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Taking Charge of Professional Development

by Joseph H. Semadeni

Table of Contents


The back-and-forth motion used to plow a potato field inspired the development of television. The development of air conditioning originated by observing fog at a train station. The idea for sticky notes came while listening to a sermon in church. Fusion came to me while sitting under a tree waiting for a class on developmental supervision to begin. I was pondering the differences between teaching and administration when suddenly ideas of ways to enhance professional development flowed into my mind. After sketching a quick diagram in the back of a textbook, I hurried to class.

Since that day under the tree, I have spent hours researching the principles that have come to be known as Fusion. Ironically, the more I've studied, the more I've realized that the basic ideas that came to me within a matter of minutes are founded on sound, research-based principles. As you read this book, I invite you to compare Fusion with the latest research to see if you come to the same conclusion.

After completing my administrative endorsement, I returned to the classroom because I believe teachers play a vital role in the school improvement process, and I wanted to gain a better understanding of adult motivation from a teacher's perspective. The district where I teach is located in Star Valley, Wyoming, a rural setting nestled in the heart of the Rocky Mountains. Lincoln County School District #2 has 2,593 students and 205 teachers in five elementary schools, one middle school, and two high schools.

In 2002, our district experienced some dramatic changes. Because of declining enrollment, the decision was made to consolidate four traditional K–6 schools into K–3 and 4–6 learning centers. I was among the many teachers who were shuffled from various schools to form new staffs. Needless to say, my first year at Osmond Elementary was challenging. Conflicting personalities and teaching pedagogies created turmoil that divided our faculty. It was at this time that I shared the idea of Fusion with my principal and superintendent. The principles of Fusion coincided with what they were studying in their doctoral program, so we worked together to pilot this innovation at Osmond.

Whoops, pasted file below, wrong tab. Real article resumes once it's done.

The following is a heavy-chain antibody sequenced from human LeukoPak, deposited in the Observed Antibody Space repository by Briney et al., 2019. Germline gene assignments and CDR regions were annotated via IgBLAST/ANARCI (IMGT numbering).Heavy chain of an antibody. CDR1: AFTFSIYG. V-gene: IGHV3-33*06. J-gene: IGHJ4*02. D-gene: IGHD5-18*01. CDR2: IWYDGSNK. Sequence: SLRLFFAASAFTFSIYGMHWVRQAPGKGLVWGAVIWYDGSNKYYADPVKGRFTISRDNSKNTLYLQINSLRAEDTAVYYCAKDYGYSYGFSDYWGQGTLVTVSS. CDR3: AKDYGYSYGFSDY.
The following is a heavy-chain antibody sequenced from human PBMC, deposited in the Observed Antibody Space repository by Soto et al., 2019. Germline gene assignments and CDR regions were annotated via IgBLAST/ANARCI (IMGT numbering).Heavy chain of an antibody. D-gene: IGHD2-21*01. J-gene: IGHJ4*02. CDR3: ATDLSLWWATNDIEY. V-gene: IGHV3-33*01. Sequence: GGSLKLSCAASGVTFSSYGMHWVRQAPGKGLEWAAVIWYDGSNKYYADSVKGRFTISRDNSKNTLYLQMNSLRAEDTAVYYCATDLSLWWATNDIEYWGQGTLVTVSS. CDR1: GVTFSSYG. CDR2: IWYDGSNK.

When I first presented Fusion to the faculty at Osmond Elementary, I thought teachers would immediately want to participate. I was wrong. Not only did they lack enthusiasm, but some teachers were offended by the philosophy. Cheryl Erickson and Ileene Jensen, two veteran teachers on our staff, were the first to experiment with Fusion. Their positive experience influenced six other teachers to participate. Within a matter of months, our school culture changed from a negative environment where teachers seldom spoke to one another and rarely participated in peer observation, to a professional learning community where teachers were excited to get together to discuss best practices. Over a seven-month period, faculty members participated in 256 peer observations in which we watched one another using strategies learned from Classroom Instruction That Works: Research-Based Strategies for Increasing Student Achievement (Marzano, Pickering, & Pollock, 2001b). A veteran teacher of over 30 years, who initially resisted Fusion, writes:

Fusion has made me a better teacher, and I have seen the students benefit. In the past six years I have learned more proven practices in education than in the thirty years since I graduated from college. I have had the opportunity to watch good educators use these strategies, and I have had them come watch me use them. That hasn't happened since I graduated. Yes, I have had administrators come into my classroom, but there isn't real help in their observations. The real help is in having teachers who have used these strategies help me to become good at using them with no pressure.
Once or twice each month teachers get together in groups and discuss the programs we are working on. This is extremely valuable. It hasn't been there for me in my career until Fusion.

Refining the presentation of Fusion and developing training for teacher leaders made it possible to extend this initiative to other schools. Within two years, Fusion was fully implemented in all five elementary schools in our district.